Few roots left on Psychopsis Mariposa after trimming off rotten roots
Next I wanted to treat the plant with some sort of fungicide. I did not have any commercial chemicals on hand, so I looked online for various home recipes. One very helpful page I found was Rays' Home Remedies, which among other things, recommended using cinnamon for its antifungal properties. I took about a teaspoon's worth of cinnamon, mixed it with water and microwaved the mixture until near boiling. The result was a thick mucous orange liquid, which I diluted with some more water to cool it down. I let my orchids roots soak in that for 20-30 minutes.
Orchid soaking in cinnamon water
After the soak, I potted the orchid into the smallest pot which would fit its roots. In this case it was the 3" clay pot which until recently housed my soph cernua. I used fresh coarse bark as the media. The small pot and the coarse media mean that the roots dry out daily now, which should be a lot healthier for the orchid.
Psychopsis Mariposa 'Mountain' growing spike in 3" pot
Will the orchid be able to successfully flower despite the poor root health? I hope so. The pseudobulbs are still plump, so the plant itself is not yet dehydrated from lack of roots. I really have no experience with the psychopsis growth habit to be able to guess how much 'reserve' it has to tide it over until new roots grow.
Over the past couple weeks I've noticed several new growths appearing on my Tolumnia Pink Panther, as well as prolific root growth, and some new leaves growing from the established growths. I've counted 3 new growths so far. Added to the 10 established fans, this little tolumnia is growing into quite the specimen.
I can't wait to see what kind of show it will put on next blooming season.
Many culture guides for sophronitis cernua recommend growing it mounted. The little orchid likes regular watering, and needs to dry out between them. At first I wanted to keep my soph in a pot; I did not want yet another orchid that needed daily watering. However, my soph was drying out daily in its little 3" clay pot. Since I was watering daily anyway, I decided to go ahead and mount it.
two bare-root sophronitis cernuas
This time I was more thorough at removing all the old media that had stuck to the roots (unlike last time, when I mostly left the old media attached). In the process, I realized that I had two separate plants. Presumably they had once been connected by an old psuedobulb which died.
I didn't have any wood chunks on hand, but I did have a big clam shell, which I decided to use as an impromptu mount. I used wire to attach the two little orchids to the shell, among some loosely packed live sphagnum moss. I'm pleased with how the final result looks.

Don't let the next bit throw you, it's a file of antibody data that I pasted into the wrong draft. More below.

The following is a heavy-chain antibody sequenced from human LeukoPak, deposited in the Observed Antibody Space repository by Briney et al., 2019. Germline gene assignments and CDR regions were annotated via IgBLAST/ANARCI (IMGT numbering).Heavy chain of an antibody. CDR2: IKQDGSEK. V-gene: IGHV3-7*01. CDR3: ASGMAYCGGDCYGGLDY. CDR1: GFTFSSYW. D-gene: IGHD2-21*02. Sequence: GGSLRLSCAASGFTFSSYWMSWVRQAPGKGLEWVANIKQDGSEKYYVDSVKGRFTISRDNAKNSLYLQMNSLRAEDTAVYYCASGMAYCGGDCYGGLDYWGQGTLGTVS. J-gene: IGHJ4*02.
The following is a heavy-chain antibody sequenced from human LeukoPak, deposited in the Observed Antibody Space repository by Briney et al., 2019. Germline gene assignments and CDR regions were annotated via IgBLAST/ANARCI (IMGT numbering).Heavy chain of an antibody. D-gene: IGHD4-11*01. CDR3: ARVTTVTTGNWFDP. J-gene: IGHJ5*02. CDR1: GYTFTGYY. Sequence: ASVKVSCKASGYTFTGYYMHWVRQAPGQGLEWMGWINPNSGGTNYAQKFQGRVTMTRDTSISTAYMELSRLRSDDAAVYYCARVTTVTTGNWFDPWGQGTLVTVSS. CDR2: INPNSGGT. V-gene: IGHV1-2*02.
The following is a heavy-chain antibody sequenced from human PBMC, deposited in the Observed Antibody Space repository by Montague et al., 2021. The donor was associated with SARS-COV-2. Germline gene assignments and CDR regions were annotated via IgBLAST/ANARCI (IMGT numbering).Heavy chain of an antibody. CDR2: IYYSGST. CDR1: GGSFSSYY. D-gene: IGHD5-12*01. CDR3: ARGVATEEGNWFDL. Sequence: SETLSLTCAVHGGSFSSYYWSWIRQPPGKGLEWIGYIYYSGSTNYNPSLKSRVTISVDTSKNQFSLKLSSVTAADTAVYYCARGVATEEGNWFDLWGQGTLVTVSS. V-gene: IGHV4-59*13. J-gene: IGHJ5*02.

Just some quick notes that don't deserve a post individually. I have cut down my fertilizer to less than a quarter recommended dosage, which I use at every watering. I've also purchased a small bottle of Superthrive, a plant growth booster. I'm adding a single drop into about a gallon of filtered water (in addition to the fertilizer). I think I've finally got a good placement of my orchids in relation to the lights. I've moved my paphs to the lower shelf, and my big noid phal onto the white cabinet. (Edit 5/17: Looks like I am still not done with rearranging my plants in relation to the light. I've now moved my den victoria-reginae to the lower shelf, where it hangs just under the T5 lamps. I've moved my paph sanderianum to the far right edge of the top shelf, and I've also moved my psychopsis mariposa to the middle of the top shelf.) My Wilsonara Pacific Perspective is now out of bloom (I cut the spike off today). The flowers had lasted for about 6 weeks.
I said at the end of last month, that I would wait until my Wilsonara (Oncostele) Pacific Perspective was out of bloom, before repotting and removing the rotting backbulb. Well, last week my new oncidium media arrived from repotme.com, and the oldest two blooms on the flower spike wilted. So I decided it was about time to do some plant surgery.
I used some big scissors to cut off the rotten bulb, and sprinkled cinnamon over the cut (to help prevent rot or infection spreading through the cut site). The remaining bulbs are firm and healthy.
Short roots bristling with growth indicate a problem with the potting condition fungal infection
The state of the roots showed that this orchid was not happy in its old potting media. Although many of the roots from my december update are still alive, all remain very short, as if they did not want to grow any further into the pot. The blackened tips on roots that are less than 5 months old (see above) likewise indicate unwelcome conditions.
Wilsonara in oncidium orchid mix and clear 4" pot
I repotted my wilsonara into a clear 4" pot, which is slightly narrower and deeper than the previous pot. Now that I have one bulb fewer, I can fit the orchid into a smaller container. Since the plant is still extremely top-heavy (and fell out of the new pot as I was moving it around), I also placed the plastic pot inside a slightly larger ceramic pot for extra stability.